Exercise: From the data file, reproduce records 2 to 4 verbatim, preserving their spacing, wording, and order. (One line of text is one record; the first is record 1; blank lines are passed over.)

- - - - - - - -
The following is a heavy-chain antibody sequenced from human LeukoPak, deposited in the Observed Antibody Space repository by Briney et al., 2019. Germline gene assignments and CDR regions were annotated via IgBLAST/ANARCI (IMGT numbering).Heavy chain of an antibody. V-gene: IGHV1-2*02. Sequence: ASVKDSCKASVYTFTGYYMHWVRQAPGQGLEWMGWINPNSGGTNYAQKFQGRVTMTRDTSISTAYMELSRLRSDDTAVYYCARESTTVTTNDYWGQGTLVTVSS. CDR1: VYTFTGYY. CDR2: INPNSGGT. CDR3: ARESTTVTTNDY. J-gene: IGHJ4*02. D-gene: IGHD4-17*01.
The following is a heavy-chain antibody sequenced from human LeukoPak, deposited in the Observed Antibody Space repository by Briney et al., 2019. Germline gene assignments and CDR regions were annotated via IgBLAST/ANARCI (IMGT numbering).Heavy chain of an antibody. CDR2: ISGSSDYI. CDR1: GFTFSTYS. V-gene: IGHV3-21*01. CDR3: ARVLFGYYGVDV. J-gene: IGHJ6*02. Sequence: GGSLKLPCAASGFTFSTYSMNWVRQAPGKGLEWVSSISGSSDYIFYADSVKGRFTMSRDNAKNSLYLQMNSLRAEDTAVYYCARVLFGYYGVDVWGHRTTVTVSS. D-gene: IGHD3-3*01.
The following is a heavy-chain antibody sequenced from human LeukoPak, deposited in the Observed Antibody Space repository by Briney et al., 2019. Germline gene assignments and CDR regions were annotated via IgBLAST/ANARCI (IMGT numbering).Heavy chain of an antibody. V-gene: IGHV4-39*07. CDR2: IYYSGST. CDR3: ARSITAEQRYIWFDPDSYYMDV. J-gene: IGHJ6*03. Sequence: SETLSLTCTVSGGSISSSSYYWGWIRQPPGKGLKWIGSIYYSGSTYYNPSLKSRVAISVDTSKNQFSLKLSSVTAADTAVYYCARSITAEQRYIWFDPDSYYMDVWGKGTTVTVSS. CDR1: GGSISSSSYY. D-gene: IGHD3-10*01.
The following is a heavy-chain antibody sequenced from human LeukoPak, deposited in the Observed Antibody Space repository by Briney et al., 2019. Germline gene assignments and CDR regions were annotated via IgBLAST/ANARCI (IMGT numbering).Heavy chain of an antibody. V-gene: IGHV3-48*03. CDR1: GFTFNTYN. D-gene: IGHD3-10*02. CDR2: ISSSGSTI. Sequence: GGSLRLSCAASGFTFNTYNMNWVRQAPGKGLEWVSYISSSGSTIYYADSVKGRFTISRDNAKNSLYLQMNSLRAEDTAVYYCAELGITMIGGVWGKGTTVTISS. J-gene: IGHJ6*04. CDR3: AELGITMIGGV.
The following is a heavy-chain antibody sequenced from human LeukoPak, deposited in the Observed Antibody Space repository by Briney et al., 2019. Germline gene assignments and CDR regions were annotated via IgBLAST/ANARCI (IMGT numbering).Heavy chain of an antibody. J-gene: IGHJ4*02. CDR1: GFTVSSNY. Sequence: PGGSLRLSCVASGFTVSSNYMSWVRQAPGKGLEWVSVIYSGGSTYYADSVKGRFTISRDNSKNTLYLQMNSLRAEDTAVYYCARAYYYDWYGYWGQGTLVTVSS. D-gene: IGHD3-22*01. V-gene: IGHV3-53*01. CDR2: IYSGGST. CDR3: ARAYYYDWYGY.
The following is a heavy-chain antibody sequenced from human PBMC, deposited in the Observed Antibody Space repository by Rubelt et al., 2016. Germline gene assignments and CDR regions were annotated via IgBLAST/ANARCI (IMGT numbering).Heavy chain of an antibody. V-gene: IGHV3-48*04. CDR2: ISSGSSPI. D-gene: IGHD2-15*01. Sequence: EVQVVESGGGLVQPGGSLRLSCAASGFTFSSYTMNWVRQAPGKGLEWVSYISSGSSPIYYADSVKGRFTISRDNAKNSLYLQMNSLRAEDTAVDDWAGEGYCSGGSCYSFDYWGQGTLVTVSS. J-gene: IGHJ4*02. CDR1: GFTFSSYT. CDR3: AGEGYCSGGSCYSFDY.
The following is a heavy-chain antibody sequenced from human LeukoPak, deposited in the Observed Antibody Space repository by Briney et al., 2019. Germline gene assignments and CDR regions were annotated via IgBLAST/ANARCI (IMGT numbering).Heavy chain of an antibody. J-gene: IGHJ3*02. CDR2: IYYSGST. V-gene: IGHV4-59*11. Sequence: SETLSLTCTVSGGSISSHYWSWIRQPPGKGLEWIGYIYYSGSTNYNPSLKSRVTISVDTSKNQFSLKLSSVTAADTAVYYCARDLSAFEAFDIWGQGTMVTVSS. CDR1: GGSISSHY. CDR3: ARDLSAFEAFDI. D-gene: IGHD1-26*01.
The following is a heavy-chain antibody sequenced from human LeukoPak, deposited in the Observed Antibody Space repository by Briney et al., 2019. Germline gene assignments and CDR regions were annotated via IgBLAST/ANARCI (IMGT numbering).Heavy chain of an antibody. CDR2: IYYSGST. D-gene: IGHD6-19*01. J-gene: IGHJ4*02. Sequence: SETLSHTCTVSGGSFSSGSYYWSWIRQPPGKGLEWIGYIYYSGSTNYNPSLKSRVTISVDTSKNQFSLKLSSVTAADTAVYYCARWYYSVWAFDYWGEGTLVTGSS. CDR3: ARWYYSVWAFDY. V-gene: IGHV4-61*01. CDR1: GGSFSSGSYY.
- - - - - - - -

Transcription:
The following is a heavy-chain antibody sequenced from human LeukoPak, deposited in the Observed Antibody Space repository by Briney et al., 2019. Germline gene assignments and CDR regions were annotated via IgBLAST/ANARCI (IMGT numbering).Heavy chain of an antibody. CDR2: ISGSSDYI. CDR1: GFTFSTYS. V-gene: IGHV3-21*01. CDR3: ARVLFGYYGVDV. J-gene: IGHJ6*02. Sequence: GGSLKLPCAASGFTFSTYSMNWVRQAPGKGLEWVSSISGSSDYIFYADSVKGRFTMSRDNAKNSLYLQMNSLRAEDTAVYYCARVLFGYYGVDVWGHRTTVTVSS. D-gene: IGHD3-3*01.
The following is a heavy-chain antibody sequenced from human LeukoPak, deposited in the Observed Antibody Space repository by Briney et al., 2019. Germline gene assignments and CDR regions were annotated via IgBLAST/ANARCI (IMGT numbering).Heavy chain of an antibody. V-gene: IGHV4-39*07. CDR2: IYYSGST. CDR3: ARSITAEQRYIWFDPDSYYMDV. J-gene: IGHJ6*03. Sequence: SETLSLTCTVSGGSISSSSYYWGWIRQPPGKGLKWIGSIYYSGSTYYNPSLKSRVAISVDTSKNQFSLKLSSVTAADTAVYYCARSITAEQRYIWFDPDSYYMDVWGKGTTVTVSS. CDR1: GGSISSSSYY. D-gene: IGHD3-10*01.
The following is a heavy-chain antibody sequenced from human LeukoPak, deposited in the Observed Antibody Space repository by Briney et al., 2019. Germline gene assignments and CDR regions were annotated via IgBLAST/ANARCI (IMGT numbering).Heavy chain of an antibody. V-gene: IGHV3-48*03. CDR1: GFTFNTYN. D-gene: IGHD3-10*02. CDR2: ISSSGSTI. Sequence: GGSLRLSCAASGFTFNTYNMNWVRQAPGKGLEWVSYISSSGSTIYYADSVKGRFTISRDNAKNSLYLQMNSLRAEDTAVYYCAELGITMIGGVWGKGTTVTISS. J-gene: IGHJ6*04. CDR3: AELGITMIGGV.